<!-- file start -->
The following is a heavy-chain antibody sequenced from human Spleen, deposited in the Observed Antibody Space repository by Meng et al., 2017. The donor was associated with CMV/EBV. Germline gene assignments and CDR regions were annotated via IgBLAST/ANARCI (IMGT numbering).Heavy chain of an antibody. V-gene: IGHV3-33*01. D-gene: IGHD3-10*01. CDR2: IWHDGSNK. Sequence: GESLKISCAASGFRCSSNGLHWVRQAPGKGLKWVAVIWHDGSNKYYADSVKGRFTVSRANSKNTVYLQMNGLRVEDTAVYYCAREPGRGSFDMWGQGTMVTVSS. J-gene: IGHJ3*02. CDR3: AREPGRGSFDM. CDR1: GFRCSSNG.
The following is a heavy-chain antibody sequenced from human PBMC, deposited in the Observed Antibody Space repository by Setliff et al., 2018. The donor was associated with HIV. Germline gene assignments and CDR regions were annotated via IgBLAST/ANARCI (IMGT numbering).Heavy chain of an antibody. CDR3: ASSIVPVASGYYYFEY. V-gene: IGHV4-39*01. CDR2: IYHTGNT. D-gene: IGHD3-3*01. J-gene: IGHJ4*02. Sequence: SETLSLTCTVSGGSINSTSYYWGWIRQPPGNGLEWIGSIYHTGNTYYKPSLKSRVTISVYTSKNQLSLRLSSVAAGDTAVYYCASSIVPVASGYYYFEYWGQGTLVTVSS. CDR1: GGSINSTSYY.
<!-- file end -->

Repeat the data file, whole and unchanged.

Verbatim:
The following is a heavy-chain antibody sequenced from human Spleen, deposited in the Observed Antibody Space repository by Meng et al., 2017. The donor was associated with CMV/EBV. Germline gene assignments and CDR regions were annotated via IgBLAST/ANARCI (IMGT numbering).Heavy chain of an antibody. V-gene: IGHV3-33*01. D-gene: IGHD3-10*01. CDR2: IWHDGSNK. Sequence: GESLKISCAASGFRCSSNGLHWVRQAPGKGLKWVAVIWHDGSNKYYADSVKGRFTVSRANSKNTVYLQMNGLRVEDTAVYYCAREPGRGSFDMWGQGTMVTVSS. J-gene: IGHJ3*02. CDR3: AREPGRGSFDM. CDR1: GFRCSSNG.
The following is a heavy-chain antibody sequenced from human PBMC, deposited in the Observed Antibody Space repository by Setliff et al., 2018. The donor was associated with HIV. Germline gene assignments and CDR regions were annotated via IgBLAST/ANARCI (IMGT numbering).Heavy chain of an antibody. CDR3: ASSIVPVASGYYYFEY. V-gene: IGHV4-39*01. CDR2: IYHTGNT. D-gene: IGHD3-3*01. J-gene: IGHJ4*02. Sequence: SETLSLTCTVSGGSINSTSYYWGWIRQPPGNGLEWIGSIYHTGNTYYKPSLKSRVTISVYTSKNQLSLRLSSVAAGDTAVYYCASSIVPVASGYYYFEYWGQGTLVTVSS. CDR1: GGSINSTSYY.